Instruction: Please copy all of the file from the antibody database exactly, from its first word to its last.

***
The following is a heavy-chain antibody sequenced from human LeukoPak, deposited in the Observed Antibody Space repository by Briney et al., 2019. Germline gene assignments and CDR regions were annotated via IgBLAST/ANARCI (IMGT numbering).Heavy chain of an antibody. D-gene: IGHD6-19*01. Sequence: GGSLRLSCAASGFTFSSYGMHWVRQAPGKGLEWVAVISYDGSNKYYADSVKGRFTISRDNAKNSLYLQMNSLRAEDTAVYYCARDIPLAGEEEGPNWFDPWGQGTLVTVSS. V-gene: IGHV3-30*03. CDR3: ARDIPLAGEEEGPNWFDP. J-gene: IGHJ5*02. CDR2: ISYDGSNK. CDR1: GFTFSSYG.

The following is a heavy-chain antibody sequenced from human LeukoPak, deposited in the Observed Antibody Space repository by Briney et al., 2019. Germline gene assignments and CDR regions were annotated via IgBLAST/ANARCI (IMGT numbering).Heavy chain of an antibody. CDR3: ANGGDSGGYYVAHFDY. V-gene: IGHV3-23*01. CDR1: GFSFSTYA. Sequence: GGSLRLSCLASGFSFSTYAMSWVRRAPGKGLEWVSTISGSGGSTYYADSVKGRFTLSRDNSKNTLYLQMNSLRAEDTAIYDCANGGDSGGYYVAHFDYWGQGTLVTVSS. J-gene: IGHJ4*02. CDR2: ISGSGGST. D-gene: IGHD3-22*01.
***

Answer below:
The following is a heavy-chain antibody sequenced from human LeukoPak, deposited in the Observed Antibody Space repository by Briney et al., 2019. Germline gene assignments and CDR regions were annotated via IgBLAST/ANARCI (IMGT numbering).Heavy chain of an antibody. D-gene: IGHD6-19*01. Sequence: GGSLRLSCAASGFTFSSYGMHWVRQAPGKGLEWVAVISYDGSNKYYADSVKGRFTISRDNAKNSLYLQMNSLRAEDTAVYYCARDIPLAGEEEGPNWFDPWGQGTLVTVSS. V-gene: IGHV3-30*03. CDR3: ARDIPLAGEEEGPNWFDP. J-gene: IGHJ5*02. CDR2: ISYDGSNK. CDR1: GFTFSSYG.

The following is a heavy-chain antibody sequenced from human LeukoPak, deposited in the Observed Antibody Space repository by Briney et al., 2019. Germline gene assignments and CDR regions were annotated via IgBLAST/ANARCI (IMGT numbering).Heavy chain of an antibody. CDR3: ANGGDSGGYYVAHFDY. V-gene: IGHV3-23*01. CDR1: GFSFSTYA. Sequence: GGSLRLSCLASGFSFSTYAMSWVRRAPGKGLEWVSTISGSGGSTYYADSVKGRFTLSRDNSKNTLYLQMNSLRAEDTAIYDCANGGDSGGYYVAHFDYWGQGTLVTVSS. J-gene: IGHJ4*02. CDR2: ISGSGGST. D-gene: IGHD3-22*01.